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Turlock family mixes cuisines to prepare the perfect Thanksgiving dinner
Aydenian thanksgiving pic3
Tamar Aydenian cleans parsley, an important ingredient in many Armenian-Lebanese dishes - photo by KRISTINA HACKER / The Journal

Patricia Aydenian’s Meat and Rice Turkey Stuffing


2 cups long grain rice

½ pound ground beef

½ cup pine nuts

1 cup walnuts

1 cup almonds, soaked and peeled

1 ½ cups chestnuts, peeled

½ tablespoon cinnamon

½ tablespoon cayenne pepper

½ tablespoon nutmeg

½ tablespoon all spice

½ tablespoon salt

2 cups water

1 apple, peeled



Brown ground beef in pan; then add all nuts and spices and sauté. Add rice and two cups of water and let simmer until water is gone. Put mixture into uncooked turkey and top off with peeled apple. Cook turkey as directed. Enjoy!

Thanksgiving is a true American holiday. It is celebrated by everyone, regardless of religious affiliation or ethnic background. And many times it is the first American holiday embraced by emigrants. This is true for the Aydenian family.

Both Daniel Aydenian, who was born and raised in Lebanon, and his wife Patricia Aydenian, who was born and raised in Columbia, have fond memories of celebrating Thanksgiving along with other Americans in their adopted country. And just like every other American family, the Aydenians have kept their cultures alive through unique dishes that are served alongside the traditional Thanksgiving turkey.

“One year we had a traditional ‘American’ Thanksgiving dinner, but then (our daughters) asked ‘Where’s the tabbouleh?’” Patricia said.

Tabbouleh — a salad made up of parsley, tomatoes, cracked wheat and cucumbers — is a traditional Armenian-Lebanese dish served at any special dinner. In the Aydenian household tabbouleh is served along with cheese beureks (filo pastry filled with cheese and parsley), Lebanese potato salad (potatoes, olive oil, parsley and green onions), stuffed kufte (ground beef meatballs), hommus (ground chickpeas with garlic and sesame seeds), baba ghanoush (broiled eggplant smashed with garlic, lemon and sesame seeds and served with olive oil on top) and for dessert — baklava (layered pastry filled with walnuts and cinnamon). And, of course, turkey.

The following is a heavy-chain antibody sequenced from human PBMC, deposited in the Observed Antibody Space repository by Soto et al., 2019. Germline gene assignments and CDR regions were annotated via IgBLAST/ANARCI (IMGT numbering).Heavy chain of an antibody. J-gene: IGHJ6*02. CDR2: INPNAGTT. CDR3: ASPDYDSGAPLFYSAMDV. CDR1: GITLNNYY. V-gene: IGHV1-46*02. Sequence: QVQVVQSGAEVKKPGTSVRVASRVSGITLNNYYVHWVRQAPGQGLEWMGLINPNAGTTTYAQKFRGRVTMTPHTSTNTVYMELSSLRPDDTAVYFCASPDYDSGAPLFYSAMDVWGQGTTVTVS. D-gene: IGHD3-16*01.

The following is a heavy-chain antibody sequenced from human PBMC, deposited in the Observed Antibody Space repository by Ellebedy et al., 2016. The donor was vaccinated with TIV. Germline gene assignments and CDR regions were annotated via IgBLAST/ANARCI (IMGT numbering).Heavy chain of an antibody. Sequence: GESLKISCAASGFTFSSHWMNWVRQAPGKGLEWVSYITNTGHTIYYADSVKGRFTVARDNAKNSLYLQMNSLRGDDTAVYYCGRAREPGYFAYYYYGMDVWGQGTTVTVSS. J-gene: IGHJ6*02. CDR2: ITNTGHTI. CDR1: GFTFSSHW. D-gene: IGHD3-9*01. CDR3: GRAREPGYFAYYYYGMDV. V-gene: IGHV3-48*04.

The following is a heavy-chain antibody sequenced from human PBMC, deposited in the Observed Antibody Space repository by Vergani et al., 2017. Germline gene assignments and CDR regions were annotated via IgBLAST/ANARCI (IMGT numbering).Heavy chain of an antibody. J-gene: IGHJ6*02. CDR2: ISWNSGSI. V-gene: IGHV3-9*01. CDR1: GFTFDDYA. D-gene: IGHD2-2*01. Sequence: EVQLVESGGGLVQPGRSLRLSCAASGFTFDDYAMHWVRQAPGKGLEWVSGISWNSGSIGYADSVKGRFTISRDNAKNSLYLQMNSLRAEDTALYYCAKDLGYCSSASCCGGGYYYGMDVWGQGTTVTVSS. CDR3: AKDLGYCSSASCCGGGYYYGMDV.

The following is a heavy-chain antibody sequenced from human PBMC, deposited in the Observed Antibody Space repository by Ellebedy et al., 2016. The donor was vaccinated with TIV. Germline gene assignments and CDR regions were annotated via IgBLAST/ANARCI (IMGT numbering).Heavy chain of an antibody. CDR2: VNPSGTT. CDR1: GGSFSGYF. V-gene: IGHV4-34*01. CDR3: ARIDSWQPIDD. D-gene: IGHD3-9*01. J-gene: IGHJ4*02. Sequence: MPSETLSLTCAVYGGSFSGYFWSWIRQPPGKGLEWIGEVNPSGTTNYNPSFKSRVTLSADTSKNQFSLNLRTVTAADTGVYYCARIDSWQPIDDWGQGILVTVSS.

“We always have turkey,” Patricia said.

While all three of Daniel and Patricia’s daughters — Sevan, Tamar and Marianne — were born and raised in America they look forward to eating Armenian-Lebanese dishes alongside traditional Thanksgiving faire such as sweet potatoes.

“If I could eat cheese beurek every day, I would,” Sevan said.

In fact the Aydenians were so used to their traditional Thanksgiving dinner, they forgot that others may eat something different.

“A few years ago we had guests and I didn’t realize how important gravy was to the traditional American Thanksgiving dinner until they asked, ‘Where’s the gravy?’” Patricia said.

“Now I keep a can of gravy on hand, just in case,” she said laughing.

To contact Kristina Hacker, e-mail or call 634-9141 ext. 2004.